"No. What is your social security number?" I told him and he started toward his briefcase again. I couldn't think of anything else he may have missed and grabbed the self-addressed, letter size brown envelope he had placed on his desk earlier and asked me to use it to send my DD214 back to him. I asked him about the importance of the form and he said that there might be some additional funds available as a result of my four years service in the Navy. "It want be that much, perhaps twenty to thirty dollars a month," He said. "But it should be worth looking into." I thanked him and got up to leave, feeling like there had been some progress made on my first attempt to get my paperwork in order and start along the path to being a retired person. But, as I found out a few days later, there was more to be done. Over the next several days I received a number of phone calls from him, but was unable to reach him in return. Finally, I decided to take matters into my own hands and returned to the Sertoma Club the following month. I didn't know if the same person would be there or another, but I didn't feel comfortable with all that had happened up to that moment. The next month the same man was there and he acted nonchalant like everything was in order. He said that, but added that I still needed to mail him a copy of my DD214. When I explained that I was never able to find one in my files and would have to download a copy from a government site, he said that was ok. "No hurry," he went on. "We have plenty of time. Just get it done in the next few days." Over the next few weeks, I started to work on a number of goals: one of which was to publish my first book, a 9-11 novel, another was to join a toastmasters group. I realized that if I was going to pursue writing as a second career, I needed to work on myself. A third goal would be to run in the Tulsa Run. But, even that wasn't the end of it. There were other things to do as well. First, I wanted to build a small soapbox derby car. My plan was to take a picture of my three year old grandson Dylan behind the wheel and put the picture on the cover of another book I had in the works. In addition, I had an old bicycle to rebuild that my dad had back in the 1960's. Betty has a couple of bicycles and I could be riding one of those anytime I chose. But I wanted my own. Then there is the Writer's Club once a month and the Investment Club once a month. All the things I've mentioned, along with being married and doing some of the things Betty will want to do, should occupy my time, even more so than when I was working. The good part in all of this, I hoped, is that I can work at my own pace, skip a meeting occasionally and no harm will come from it.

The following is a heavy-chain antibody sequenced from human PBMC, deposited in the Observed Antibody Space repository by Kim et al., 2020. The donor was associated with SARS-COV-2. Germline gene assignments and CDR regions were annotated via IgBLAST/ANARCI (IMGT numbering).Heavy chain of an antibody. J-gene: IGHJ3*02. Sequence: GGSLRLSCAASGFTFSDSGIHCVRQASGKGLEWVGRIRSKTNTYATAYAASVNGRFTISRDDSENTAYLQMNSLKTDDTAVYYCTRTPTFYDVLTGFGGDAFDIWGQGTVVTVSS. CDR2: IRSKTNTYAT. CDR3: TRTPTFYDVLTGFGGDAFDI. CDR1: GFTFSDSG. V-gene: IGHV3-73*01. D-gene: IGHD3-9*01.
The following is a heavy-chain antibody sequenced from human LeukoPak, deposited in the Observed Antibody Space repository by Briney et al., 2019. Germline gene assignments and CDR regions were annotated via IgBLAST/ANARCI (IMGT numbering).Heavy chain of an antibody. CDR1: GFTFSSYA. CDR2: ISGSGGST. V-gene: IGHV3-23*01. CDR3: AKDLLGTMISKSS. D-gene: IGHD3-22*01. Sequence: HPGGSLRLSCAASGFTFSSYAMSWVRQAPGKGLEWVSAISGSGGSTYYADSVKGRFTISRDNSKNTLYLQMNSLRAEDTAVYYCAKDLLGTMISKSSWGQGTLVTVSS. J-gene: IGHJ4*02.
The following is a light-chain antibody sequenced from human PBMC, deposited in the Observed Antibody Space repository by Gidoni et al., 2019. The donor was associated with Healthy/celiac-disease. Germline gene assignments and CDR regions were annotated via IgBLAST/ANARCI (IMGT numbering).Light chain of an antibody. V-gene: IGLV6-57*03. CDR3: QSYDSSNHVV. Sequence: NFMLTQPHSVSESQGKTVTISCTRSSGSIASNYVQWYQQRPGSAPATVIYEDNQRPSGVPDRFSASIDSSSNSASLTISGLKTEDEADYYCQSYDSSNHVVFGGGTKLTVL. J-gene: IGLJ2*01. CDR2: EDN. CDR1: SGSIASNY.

Finally, Friday, December 31, 2005 came around. I had all my paperwork done; the retirement dinner, hurriedly thrown together by the girls in the front office, had run its course; and I drove home. But what was I going to do - really? Sure, I had set a number of goals, but what was I going to do the first morning at five a.m. What was I going to do at 5:15 when I would normally be seated at the dining table eating a bowl of oatmeal and peaches? Then, what was I going to do at 5:30 when I would normally get in the Ranger and drive out to the plant? In a lot of ways, it didn't appear that much different than planning a maintenance outage. Here is a previous example of my thinking on that. I had been working at the steel mill but a few short months when the first summer outage approached. When I didn't see a notice for a planning meeting, I went to General Electrical Foreman, Max Shauer and inquired about a schedule. Max, a tall, slim, graying man with a jutting chin, had more than twenty years in the mill. He knew as much about the steel mill as anyone and would know if anything of importance was coming down the pike. He glanced up from his desk and smiled as I came into his office. "What's going on, Ben?" he asked, and watched the door close behind me. Without responding, I glanced around the room. "Max, I haven't seen anything on the outage next week. Have you seen anything?" Max returned his attention to the previous day's time sheets lying on his desk, and responded as though the point of my inquiry was the least important part of his workday. "Well Ben, I see you haven't been here long enough to see how we do things around here," he began. Then tossed his pen on the desk, sat back in his chair, crossed his arms, and met my stare. "Here's how it works. Come seven o'clock Monday morning, we're going to shut everything in this mill down: the electric furnaces, the post shop, and the rolling mill. Once that is done, we will go through every single piece of equipment. Then, a month later we'll start it back up. And that's all that matters." He made the entire statement without pausing or taking a breath, then picked up his pen and again returned to the papers lying in front of him. Not satisfied with his response, I came at him from a little different direction. "No, Max!" I said, facing away from his desk and staring at a bookshelf on the east wall filled with books and loose-leaf binders. "What I mean is this," I said, and turned back around to face his desk. "What are you going to do the first minute after the equipment is shut down, what are you